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When designing for early learning, the most successful environments are those that are equally created to support parents and working families. By including early childhood programs, that include before- and after-school activities, larger goals that focus on parental needs for childcare and workforce stability can be achieved, and are essential for a healthy sustainable community.

When we first saw the design of the new Childhood Learning Center in San Bernardino by LPA Design Studios (LPA) the Natural Pod team was excited to see such a fantastic facility that really models an environment that prepares children for learning while also supporting their families and the greater community. A key part of the overall design that truly fulfills on the goals it set out to achieve, is that it’s built around nature.


“Working with the district, we had this realization that this [the new Childhood Learning Center] could be treated as an oasis in the city for the community and for the kids,” says LPA Design Director Ozzie Tapia.


The facility was designed around the existing mature trees. All the classrooms have direct connections to outdoor spaces, which are shaded by the tree canopies. “Putting all of that natural space at the core of those buildings really activated the whole space,” says Tom Pace, director of facilities for San Bernardino City USD


The volume of the spaces was lowered to fit the perspective of children. “It doesn’t necessarily feel institutional,” Tapia says. “It feels more like a nature center, where children can learn by playing and interacting with nature.”


Outdoor pavilions, play spaces, outdoor classrooms and seating areas are interlaced within the landscape. Areas were defined around learning, exploration, socialization and reflection. For example, an area dubbed the “Playhouse” is designed as a gathering spot. The “Grasslands” provides a small, shaded learning environment; the “Hills” offers mounds of different heights for social interaction and playful movement; the “Pond” is a sensory zone designed for contemplation. A tricycle path connects different areas.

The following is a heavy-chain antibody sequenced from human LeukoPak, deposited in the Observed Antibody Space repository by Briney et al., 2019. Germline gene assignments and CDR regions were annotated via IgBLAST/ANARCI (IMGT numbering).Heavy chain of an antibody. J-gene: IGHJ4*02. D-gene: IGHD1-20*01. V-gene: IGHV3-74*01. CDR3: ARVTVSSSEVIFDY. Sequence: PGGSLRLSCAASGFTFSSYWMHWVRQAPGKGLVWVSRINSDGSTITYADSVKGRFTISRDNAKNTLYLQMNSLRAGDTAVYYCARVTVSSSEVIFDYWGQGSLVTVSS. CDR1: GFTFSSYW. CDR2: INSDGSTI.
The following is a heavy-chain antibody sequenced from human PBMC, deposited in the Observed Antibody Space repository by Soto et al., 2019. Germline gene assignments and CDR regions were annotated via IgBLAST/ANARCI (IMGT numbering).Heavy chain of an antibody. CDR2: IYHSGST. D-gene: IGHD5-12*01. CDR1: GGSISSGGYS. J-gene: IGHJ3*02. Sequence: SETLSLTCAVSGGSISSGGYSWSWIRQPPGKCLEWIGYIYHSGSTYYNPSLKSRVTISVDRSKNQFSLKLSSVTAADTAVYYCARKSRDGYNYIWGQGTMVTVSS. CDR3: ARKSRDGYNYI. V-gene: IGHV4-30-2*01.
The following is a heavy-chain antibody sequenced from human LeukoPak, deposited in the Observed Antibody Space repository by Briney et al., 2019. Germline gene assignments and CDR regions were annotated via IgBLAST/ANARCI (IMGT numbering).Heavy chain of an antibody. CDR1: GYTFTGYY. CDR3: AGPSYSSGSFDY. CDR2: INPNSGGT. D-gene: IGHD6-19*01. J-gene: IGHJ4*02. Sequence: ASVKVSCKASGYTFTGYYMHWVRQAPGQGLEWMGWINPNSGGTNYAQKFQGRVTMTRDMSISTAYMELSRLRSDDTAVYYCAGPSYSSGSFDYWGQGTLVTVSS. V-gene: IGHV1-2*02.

If you’re already familiar with Natural Pod’s work and ethos, you’ll know advocating for outside learning experiences and opportunities is a large part of what we do. So the holistic planning and design of this Center really speaks to us and the impact it can have on children and their family’s wellness and best outcomes, alongside that of their community.

Every aspect of the project was designed around nature.

“We wanted to create different destinations on the site to help children learn from their environment,” says LPA Director of Landscape Architecture Kari Kikuta. “It was more about the experiential component versus the need for slides and swings.”


For most of the children, it will be their first foray into learning. The zones are designed to stimulate children in different ways. “Some of it is just more about learning through play and engaging with other kids,” Kikuta says. “We want to give them opportunities to express themselves.”


The play equipment will support different types of play while looking to provide an inclusive environment to engage all students. Designers focused on all the senses, considering texture, light and acoustics. They wanted children to be able to experience nature and have the tactile experience of touching the different materials.


“It’s important to engage all the senses in children,” Tapia says. “Our goal was to use the natural context as a way to inform and complement the educational curriculum for the preschool.”


The facility also provided a testing ground for developing a net zero facility. It is designed as all-electric, with efficient building envelopes that maximize daylighting and natural ventilation. Photovoltaic panels will generate on-site energy to offset 100% of the electricity use.


Earlier this year [2022], San Bernardino City USD approved the design and is moving forward with building the facility. It will serve as a centerpiece for the district’s larger master plan and provide insights that will help guide the design of the district’s future early childhood strategies.


As well as further, more detailed information about this project, there is also a fascinating Q&A within the original article with Tom Pace, San Bernardino City USD’s Director of Facilities, discussing larger goals and strategies for early childhood development centers and their potential to lift communities.

Please see the original post here. Thank you to LPA


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